+1 vote
asked by (130 points)

Hi Miles,

In my program, the vector<MPS> structure is used several times in some functions. I expect the memory to be automatically freed when exiting the functions, but it is not. I have tried the "swap" trick which indeed destructs the vectors, but the total memory taken by the process still keeps growing. Making the vectors global and reusing them also does not work.

Except for sum(vector <MPS>):

auto terms = vector<MPS>(N);
for (int q = 0; q < N; q++){
    terms.at(q) = psi;
    SqActOnOpenMPS(momentum + q, terms.at(q), Operator, sites, N, Cargs);
    SqActOnOpenMPS(q, terms.at(q), Operator, sites, N, Cargs);
}
Basis.at(0) = sum(terms, Cargs);

all the other operations are on only one or two MPS in the vector. Another strange thing is that the memory usage grows when calculating the overlap of two MPS in the same vector:

Nij[i][j] = overlap(Basis.at(i), Basis.at(j));

Hij[i][j] = overlap(Basis.at(i), H, Basis.at(j));

It takes ~ 20kB for each pair when the size of the (spinless) system is 20 and bond dimension ~ 200.

Is there any suggestion? Thank you.

Yilun

commented by (26.2k points)
Hi Yilun,
I think I'd need to know more to answer your questions. One question is: have you run your code in debug mode to test for any memory errors? For example I see that you are using code like Nij[i][j] without bounds checking, so you might have some out of bounds accesses happening. (Instead of using [i][j] on an array to store real numbers, I'd recommend using the Matrix class which is included with ITensor; it does bounds checking when the code is compiled in debug mode.)

Also, even though the memory usage is growing, it sounds like the amounts are very small (20kB). Is it causing a problem with running your code? I wonder if the memory actually is being freed correctly but the allocator system is just choosing to continue owning this memory, perhaps as an optimization in order to be able to more quickly allocate new memory later in the program? Of course if your system memory is filling up and you are getting crashes then that's a serious problem.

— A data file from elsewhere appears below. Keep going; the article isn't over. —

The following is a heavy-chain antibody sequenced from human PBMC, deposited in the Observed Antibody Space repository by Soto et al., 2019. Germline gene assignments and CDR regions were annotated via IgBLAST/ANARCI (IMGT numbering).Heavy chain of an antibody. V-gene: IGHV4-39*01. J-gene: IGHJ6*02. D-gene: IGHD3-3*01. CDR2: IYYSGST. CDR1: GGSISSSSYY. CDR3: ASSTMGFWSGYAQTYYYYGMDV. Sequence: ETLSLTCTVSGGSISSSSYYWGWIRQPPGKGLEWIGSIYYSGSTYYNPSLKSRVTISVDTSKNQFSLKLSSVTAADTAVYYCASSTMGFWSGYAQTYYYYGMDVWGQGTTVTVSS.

Worst case, there may be a memory leak somewhere in ITensor. If so it would be good if you could email me a minimal code that I can run which reproduces this leak. Thanks -

Miles

1 Answer

0 votes
answered by (26.2k points)

Hi Yilun,
To officially answer your question, all that should be necessary to free the memory used by an MPS is to let it go out of scope and/or overwrite it with a new MPS (such as a default-constructed MPS, or any other operation which calls the destructor of the MPS and its member objects).

However, it's important to know that all ITensors use a copy-on-write system where multiple ITensors can share the same underlying memory when copied, until one of them needs to make a change to the shared data, at which point the data is copied so as to be unique to that tensor. So there can be cases where an object is destructed but the memory usage doesn't go down because another tensor is still pointing to that data. It should be leak-proof, though, in the sense that once all of the tensors sharing data go out of scope the memory is freed.

Please also see my comment above asking some more questions about your code and what you are seeing happen -

Miles

Welcome to ITensor Support Q&A, where you can ask questions and receive answers from other members of the community.

Formatting Tips:
  • To format code, indent by four spaces
  • To format inline LaTeX, surround it by @@ on both sides
  • To format LaTeX on its own line, surround it by $$ above and below
  • For LaTeX, it may be necessary to backslash-escape underscore characters to obtain proper formatting. So for example writing \sum\_i to represent a sum over i.
If you cannot register due to firewall issues (e.g. you cannot see the capcha box) please email Miles Stoudenmire to ask for an account.

To report ITensor bugs, please use the issue tracker.

Categories

...